Gas, Mud, Memory: Exhibition Recalls WWI

March 30, 2015 Updated: April 17, 2015

For most North Americans, the mention of Flanders evokes the opening lines of John McCrae’s poem, “In Flanders Fields.” The iconic poem’s imagery of poppies and the blood-soaked ground of battle bedecks the Allied propaganda posters displayed in “Fighting in Flanders: Gas, Mud, Memory,” the current exhibition at the Canadian War Museum.

The exhibition presents a pithy, incisive account of the carnage experienced in Flanders from 1914-18.

The fields of McCrae’s poem are the southwestern lowlands of Belgium. McCrae, a native of Guelph, Ont., and a military surgeon, died January 28, 1918. By the time the war ended later that year, nearly 15 million people were dead.

Co-curated by the War Museum in partnership with the Belgian Memorial Museum Passchendaele 1917, “Fighting in Flanders: Gas, Mud, Memory” presents in seven components a clear outline of what happened and why, and how much was lost by everyone.

The story is chronologically sequenced, its narrative told in meticulously chosen items. The rifle, the gas mask, the duckboard to lay on a muddy field—these are the artifacts of the war’s material culture. The gas attack “siren,” for example, was no more than a child’s ratchety toy, a simple wooden noisemaker.

The exhibition presents a pithy, incisive account of the carnage experienced in Flanders from 1914-18.

The chronology opens with “Belgium in Ruins” and “Belgium Refugees.” Here we see sketches used for recruitment posters—fugitives at sea, weary women with their babies—and Belgian Red Cross posters. The explanatory texts are succinct: When Great Britain declared war on Germany in August 1914, “Canada offered 25,000 soldiers for service overseas.” At that time, Canada’s population was only 8 million and the number of its troops totalled only 3,000 soldiers. It was not long before 35,000 had volunteered for overseas service.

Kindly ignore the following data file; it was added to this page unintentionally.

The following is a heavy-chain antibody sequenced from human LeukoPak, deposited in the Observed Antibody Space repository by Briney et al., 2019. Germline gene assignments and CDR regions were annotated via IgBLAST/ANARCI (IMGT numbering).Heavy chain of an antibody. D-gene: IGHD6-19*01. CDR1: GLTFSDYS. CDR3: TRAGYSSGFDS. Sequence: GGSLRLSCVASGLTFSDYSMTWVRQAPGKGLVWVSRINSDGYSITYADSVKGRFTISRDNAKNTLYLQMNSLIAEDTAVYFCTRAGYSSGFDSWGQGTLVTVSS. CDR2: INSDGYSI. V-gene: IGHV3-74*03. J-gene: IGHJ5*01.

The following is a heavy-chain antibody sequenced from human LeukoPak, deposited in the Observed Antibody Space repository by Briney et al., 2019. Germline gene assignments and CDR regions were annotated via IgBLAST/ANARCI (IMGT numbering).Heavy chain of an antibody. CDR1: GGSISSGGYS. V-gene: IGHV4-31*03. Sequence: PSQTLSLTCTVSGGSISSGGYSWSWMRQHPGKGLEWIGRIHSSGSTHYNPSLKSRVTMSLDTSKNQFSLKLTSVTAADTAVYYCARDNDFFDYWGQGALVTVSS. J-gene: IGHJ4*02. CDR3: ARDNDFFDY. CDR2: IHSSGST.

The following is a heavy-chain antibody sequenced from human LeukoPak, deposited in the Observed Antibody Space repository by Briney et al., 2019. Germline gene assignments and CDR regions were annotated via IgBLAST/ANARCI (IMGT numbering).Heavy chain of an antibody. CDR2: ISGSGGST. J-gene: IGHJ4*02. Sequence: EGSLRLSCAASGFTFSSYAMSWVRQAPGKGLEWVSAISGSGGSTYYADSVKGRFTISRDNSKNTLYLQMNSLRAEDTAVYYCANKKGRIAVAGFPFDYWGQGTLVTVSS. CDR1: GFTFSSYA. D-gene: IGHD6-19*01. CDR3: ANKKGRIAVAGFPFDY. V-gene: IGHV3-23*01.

WWI saw the first use of gas to kill on a battlefield. The gases used were chlorine phosgene gas and mustard gas. Germany produced nearly 25,700 tonnes of the stuff, and the Allies 21,900 tonnes. If gassed, were there effective treatments? Not really. In fact, initially, soldiers had only wet handkerchiefs with which to cover their faces as we see in “Canada at War” and “1915 Gas.” In time, some were issued gas masks and respirators—soldiers and pack animals alike.

Most of the deaths on the battlefield were caused by heavy artillery, the explosion of howitzer shells, field guns, and machine guns. By 1916 there was firepower aplenty. The Allies had 30,000 howitzers. Even the Lee-Enfield rifle carried by the soldiers could be modified to serve as a grenade launcher with a range of 275m. Could there be such today?

Examples displayed in “1916 Firepower” include diverse machine guns and field guns, all seen against a large wall screening a black-and-white film of cannon firing.

How did soldiers protect themselves? Not very well. Some were issued a fancy new gadget labelled the “MacAdam Shield Shovel”—a trenching tool that could also serve as a gun blind. However, as the soldiers soon learned, their shovels were neither bulletproof nor particularly useful for digging trenches.

No one could escape the mud. “1917 Mud” tells the story of Passchendaele. In one day, more than 31 mm of rain fell. The Germans built pillboxes of reinforced concrete in the mud, shelters that could withstand most direct hits, and did. The Canadians died trying to build a double-plank road across the mud—1,500 Canadian deaths at Passchendaele in 14 weeks of futility.

The war ended. People shifted their anger to remembrance and heartache.

In the last component of the exhibition, “100 Years Later,” we see McCrae’s poem displayed once more—a copy written in his own hand and given to a friend, Major General Edward Morrison.

In 1920, Moira Michael, an American woman, campaigned to have the American Legion use the red poppy as its official remembrance symbol. In 1921, Anne Guérin of France convinced both the British Legion and the Canadian Great War Veterans Association that they, too, should adopt the poppy as their official remembrance symbol.

“In Flanders Fields” has become part of remembrance ceremonies everywhere. To this day, however, nearly 100,000 soldiers’ remains are still missing on the WWI battlefields of Europe.

“Fighting in Flanders: Gas, Mud, Memory” will be on display until April 26.

Maureen Korp, PhD, is an independent scholar, curator, and writer who lives in Ottawa. Author of many publications, she has lectured in Asia, Europe, and North America on the histories of art and religions. Email: